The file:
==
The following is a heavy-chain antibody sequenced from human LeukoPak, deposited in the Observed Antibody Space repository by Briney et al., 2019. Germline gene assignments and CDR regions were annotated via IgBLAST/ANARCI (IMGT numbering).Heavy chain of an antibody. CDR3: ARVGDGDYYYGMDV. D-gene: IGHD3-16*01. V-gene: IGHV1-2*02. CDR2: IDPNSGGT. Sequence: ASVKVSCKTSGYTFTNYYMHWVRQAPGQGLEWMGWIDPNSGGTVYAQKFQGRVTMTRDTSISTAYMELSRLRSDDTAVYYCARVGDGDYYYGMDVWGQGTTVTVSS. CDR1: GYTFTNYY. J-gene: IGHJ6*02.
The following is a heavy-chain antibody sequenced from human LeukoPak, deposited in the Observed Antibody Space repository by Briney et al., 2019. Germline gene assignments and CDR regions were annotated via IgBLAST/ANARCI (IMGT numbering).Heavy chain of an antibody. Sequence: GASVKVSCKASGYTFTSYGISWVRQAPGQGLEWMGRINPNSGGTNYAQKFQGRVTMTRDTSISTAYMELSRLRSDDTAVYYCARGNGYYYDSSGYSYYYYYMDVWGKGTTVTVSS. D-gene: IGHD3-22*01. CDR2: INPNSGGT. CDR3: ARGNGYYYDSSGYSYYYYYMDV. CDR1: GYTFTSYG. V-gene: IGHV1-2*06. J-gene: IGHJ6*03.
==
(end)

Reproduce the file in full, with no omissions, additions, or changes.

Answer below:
The following is a heavy-chain antibody sequenced from human LeukoPak, deposited in the Observed Antibody Space repository by Briney et al., 2019. Germline gene assignments and CDR regions were annotated via IgBLAST/ANARCI (IMGT numbering).Heavy chain of an antibody. CDR3: ARVGDGDYYYGMDV. D-gene: IGHD3-16*01. V-gene: IGHV1-2*02. CDR2: IDPNSGGT. Sequence: ASVKVSCKTSGYTFTNYYMHWVRQAPGQGLEWMGWIDPNSGGTVYAQKFQGRVTMTRDTSISTAYMELSRLRSDDTAVYYCARVGDGDYYYGMDVWGQGTTVTVSS. CDR1: GYTFTNYY. J-gene: IGHJ6*02.
The following is a heavy-chain antibody sequenced from human LeukoPak, deposited in the Observed Antibody Space repository by Briney et al., 2019. Germline gene assignments and CDR regions were annotated via IgBLAST/ANARCI (IMGT numbering).Heavy chain of an antibody. Sequence: GASVKVSCKASGYTFTSYGISWVRQAPGQGLEWMGRINPNSGGTNYAQKFQGRVTMTRDTSISTAYMELSRLRSDDTAVYYCARGNGYYYDSSGYSYYYYYMDVWGKGTTVTVSS. D-gene: IGHD3-22*01. CDR2: INPNSGGT. CDR3: ARGNGYYYDSSGYSYYYYYMDV. CDR1: GYTFTSYG. V-gene: IGHV1-2*06. J-gene: IGHJ6*03.